Wipeout of ocean life in prehistoric age 'shows risks of global warming'
An episode of extreme global warming that left ocean animals unable to breathe caused the biggest mass extinction in Earth's history, research has shown.
The extinction event at the end of the Permian period 252 million years ago wiped out 96% of all marine species and 70% of land-dwelling vertebrates.
Scientists have linked what has become known as the "Great Dying" with a series of massive volcanic eruptions in Siberia that filled the atmosphere with greenhouse gas.
But precisely what made the oceans so inhospitable to life had remained an unanswered question until now. The new study, reported in the journal Science, suggests that as temperatures soared the warmer water could not hold enough oxygen for most marine creatures to survive.
Lessons from the Great Dying have major implications for the fate of today's warming world, say the US scientists.
If greenhouse gas emissions continue unchecked, ocean warming could reach 20% of the level experienced in the late Permian by 2100, they point out.
By the year 2300 it could reach between 35% and 50% of the Great Dying extreme.
Lead researcher Justin Penn, who is a doctoral student at the University of Washington, explained: "This study highlights the potential for a mass extinction arising from a similar mechanism under anthropogenic [human caused] climate change."
Before the Siberian eruptions created a greenhouse-gas planet, the Earth's oceans had temperatures and oxygen levels similar to those of today.
In a series of computer simulations, the scientists raised greenhouse gases to match conditions during the Great Dying, causing surface ocean temperatures to increase by around 10C.
The model triggered dramatic changes in the oceans, which lost around 80% of their oxygen.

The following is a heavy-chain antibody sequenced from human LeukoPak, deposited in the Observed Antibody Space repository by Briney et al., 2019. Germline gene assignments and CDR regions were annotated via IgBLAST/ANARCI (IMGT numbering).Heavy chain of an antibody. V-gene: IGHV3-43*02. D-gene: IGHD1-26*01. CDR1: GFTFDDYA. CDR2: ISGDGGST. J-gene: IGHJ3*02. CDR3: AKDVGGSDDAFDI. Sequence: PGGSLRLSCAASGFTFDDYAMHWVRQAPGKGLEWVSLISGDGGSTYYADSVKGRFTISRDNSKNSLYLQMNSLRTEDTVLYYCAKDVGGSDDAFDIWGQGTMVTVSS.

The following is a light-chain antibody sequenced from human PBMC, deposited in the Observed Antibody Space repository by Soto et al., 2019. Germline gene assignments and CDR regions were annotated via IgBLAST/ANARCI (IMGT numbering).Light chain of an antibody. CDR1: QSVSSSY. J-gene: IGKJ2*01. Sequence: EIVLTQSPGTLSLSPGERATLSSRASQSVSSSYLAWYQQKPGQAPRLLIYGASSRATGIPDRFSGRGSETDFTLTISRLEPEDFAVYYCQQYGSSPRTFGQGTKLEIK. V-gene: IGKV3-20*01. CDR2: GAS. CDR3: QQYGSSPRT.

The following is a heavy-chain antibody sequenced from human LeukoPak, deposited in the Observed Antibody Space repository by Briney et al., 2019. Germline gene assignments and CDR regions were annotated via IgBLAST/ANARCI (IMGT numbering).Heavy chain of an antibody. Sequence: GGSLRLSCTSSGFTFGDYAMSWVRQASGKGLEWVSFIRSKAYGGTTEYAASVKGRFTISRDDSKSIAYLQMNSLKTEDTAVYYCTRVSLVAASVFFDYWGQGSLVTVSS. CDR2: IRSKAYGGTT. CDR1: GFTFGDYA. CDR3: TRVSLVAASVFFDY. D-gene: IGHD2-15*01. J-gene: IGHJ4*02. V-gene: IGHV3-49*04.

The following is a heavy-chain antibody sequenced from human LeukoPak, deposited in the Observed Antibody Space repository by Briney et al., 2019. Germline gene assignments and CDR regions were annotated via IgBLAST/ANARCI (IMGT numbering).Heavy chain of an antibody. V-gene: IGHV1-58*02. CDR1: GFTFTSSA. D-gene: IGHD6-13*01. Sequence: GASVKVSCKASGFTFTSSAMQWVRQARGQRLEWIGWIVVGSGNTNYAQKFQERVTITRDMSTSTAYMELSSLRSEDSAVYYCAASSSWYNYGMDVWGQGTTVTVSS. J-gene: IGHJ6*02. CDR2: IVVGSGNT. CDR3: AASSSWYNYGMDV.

Roughly half of the ocean floor, mostly at deeper depths, became completely devoid of the life-sustaining gas.
The researchers studied published data on 61 modern marine species including crustaceans, fish, shellfish, corals and sharks, to see how well they could tolerate such conditions.
These findings were incorporated into the model to produce an extinction "map".
"Very few marine organisms stayed in the same habitats they were living in - it was either flee or perish," said co-author Dr Curtis Deutsch, also from the University of Washington.
The simulation showed that the hardest-hit species were those found far from the tropics and most sensitive to oxygen loss.
Data from the fossil record confirmed that a similar extinction pattern was seen during the Great Dying. Tropical species already adapted to warm, low-oxygen conditions were better able to find a new home elsewhere. But no such escape route existed for those adapted to cold, oxygen-rich environments.
Previously, experts had been undecided about whether lack of oxygen, heat stress, high acidity or poisoning chemicals wiped out life in the oceans at the end of the Permian period.
"This is the first time that we have made a mechanistic prediction about what caused the extinction that can be directly tested with the fossil record, which then allows us to make predictions about the causes of extinction in the future," said Mr Penn.